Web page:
It’s such unperturbed confidence that confirms the renewed sense of focus behind “Golden State”, one that even managed to drag Rossdale away from the temptations of Hollywood. Wasn’t there ever a point where the awards shows and star-studded parties seemed a more lucrative option than the hard slog of making another album?

“I was just going out with my girlfriend,” he reasons. “I don’t take it seriously enough to let it infiltrate me beyond what it is – just a night out with free vodka! It was actually nice to get back and do something realistic. Fuck the parties and fuck the vodka – we can buy vodka!”


Fighting talk aside, at this point in time a more appropriate album title would be hard to find. As Rossdale details.

“It did first occur to me on the Golden State Freeway – but it’s actually about a state of bliss and harmony, and the pursuit of that state”. Indeed, with ambition still thriving and control finally re-established, it’s time for positive thinking and something of a new beginning for the foursome.

“We’re still in pursuit of that perfect record and that perfect show – of course we haven’t got there yet, but we’re still trying to push the boundaries of ourselves. We want to have a big record, we like that! Success makes you smile – and the you go mad! But we want that insanity back again!”.

Whether “Golden State” will be the album to drive the boys in a state of contented delirium remains to be seen – however superstitious typer would take heart in tha fact that its making echoed much of “Sixteen Stone.” “It was recorded in similar tense circumstances, starting a new record deal and all that”, begins Goodridge.

“What struck me with this album is that when you write new songs, there’s no point in writing them unless they nudge a few of the old ones off the set list,” continues Rossdale, “otherwise it’s just vanity-writing around a couple of singles. The first pressure that I feel is that the songs should have a clarity about them that makes them strident, they had to be that way to work with just a guitar and a voice, and to an extent that was true of the first record.”

Apart from the distinct similarity of tracks such as “Solutions” and “Fugitive” to their debut offering, the band have also continued to expose the love of experimentation witnessed on “The Science of Things”.

“My Engine Is With You” is really a love song done fast, and yeah, it is quite punky”, reveals Rossdale of one of the album’s two most unusual tracks, one that Goodridge also cites als “reminding me of Motorhead”. The other track noted by Rossdale is “Out Of This World”, a dreamy, atmospheric number which he remembers as “the only one that I was actually allowed to experiment on.”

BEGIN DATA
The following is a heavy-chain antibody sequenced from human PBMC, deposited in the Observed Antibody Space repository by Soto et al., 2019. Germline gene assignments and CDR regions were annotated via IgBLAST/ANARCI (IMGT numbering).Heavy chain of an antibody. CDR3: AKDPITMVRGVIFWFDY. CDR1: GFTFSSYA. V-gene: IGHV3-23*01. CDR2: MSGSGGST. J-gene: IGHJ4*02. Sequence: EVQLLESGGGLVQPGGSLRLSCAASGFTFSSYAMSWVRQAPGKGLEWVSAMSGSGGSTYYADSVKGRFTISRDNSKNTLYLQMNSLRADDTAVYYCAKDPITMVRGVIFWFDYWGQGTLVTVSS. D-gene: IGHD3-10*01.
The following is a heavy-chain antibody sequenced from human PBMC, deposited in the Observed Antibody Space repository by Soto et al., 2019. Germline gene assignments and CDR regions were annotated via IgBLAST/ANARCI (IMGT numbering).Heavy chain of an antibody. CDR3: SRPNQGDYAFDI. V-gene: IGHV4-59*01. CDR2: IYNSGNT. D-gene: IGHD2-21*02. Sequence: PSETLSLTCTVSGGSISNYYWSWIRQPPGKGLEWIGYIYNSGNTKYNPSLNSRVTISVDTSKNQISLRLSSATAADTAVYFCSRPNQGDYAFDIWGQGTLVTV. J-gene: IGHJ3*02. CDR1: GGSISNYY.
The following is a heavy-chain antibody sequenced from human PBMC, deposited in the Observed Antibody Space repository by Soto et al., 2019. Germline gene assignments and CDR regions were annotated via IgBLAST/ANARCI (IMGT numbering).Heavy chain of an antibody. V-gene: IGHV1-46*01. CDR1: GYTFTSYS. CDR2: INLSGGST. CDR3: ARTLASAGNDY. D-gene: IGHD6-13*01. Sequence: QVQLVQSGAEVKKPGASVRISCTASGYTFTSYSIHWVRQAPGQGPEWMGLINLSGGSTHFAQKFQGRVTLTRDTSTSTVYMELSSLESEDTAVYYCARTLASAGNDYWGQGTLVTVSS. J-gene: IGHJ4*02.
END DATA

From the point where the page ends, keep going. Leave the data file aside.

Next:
“It’s really trippy and out there – you write songs from the subconscious and that’s definitely one that flowed out.I wrote it looking out over the whole of LA from a space I rented there. It originally began as a Fugazi-style constant guitar, and when we played it as a band I wanted it to be orchestral and weird – like a wave of sound. It’s probably my favourite track on the album”.

Optimism was also enhanced by the relative ease with which “Golden State” came together.

“It came to a natural conclusion and the 12 songs became obvious, it was a more comfortable process than before,” says Goodridge.

“We’ve been together long enough now to play to our strengths,” chips in Rossdale. “We’ve been trying to work as a band and I think this record is a testament to that!”


So, will Bush finally be able to look at the future and render the tiresome ‘G’ word a distant memory? They can but hope.

“Little things’ was the only grunge-esque song we made on the first album. Songs with slide guitars and double basslines – what other grunge act has done that? Let me think, none,” snarls an annoyed Rossdale. “I fuck one sheep, you know? One grunge moment and people are still asking about it. We decided the best way to deal with it was to keep going and outlive the accusations and distrust, just keep being good.”

In fact, these days “being good” could well include collaboration with famed Slipknot producer Ross Robinson. “We did actually talk about it, believe it or not,” Goodridge acknowledges.

“I had a really good conversation with him,” enthuses Rossdale. “He said he works with people who put themselves on the line and he respects me as one of those people. I don’t see how it’s jumping on the bandwagon – you can’t expect to get a producer out of thin air.”

And so, resilient as ever, with producer Dave Sardy in tow and a frontman who can now put past dreams of becoming a footballer to one side (“maybe in another life…”),it’s all hands on the deck once more.

“We don’t just want to live this life so we can become fat bastards living on an estate! What would be the point?” he laughs. “This life to me is vital – to keep connected and to contribute to the cultural landscape. If you’re writing songs that reach people and touch people, then that’s how relevant you are – and I think this album has enough poignancy to only increase where we left off.” Goodridge agrees : “Circumstances, fashion and musical tastes move around, but we just keep trying to make music that makes sense. It might not be on all the front pages, or on the radio every minute – but it’s always there”. We never doubted it.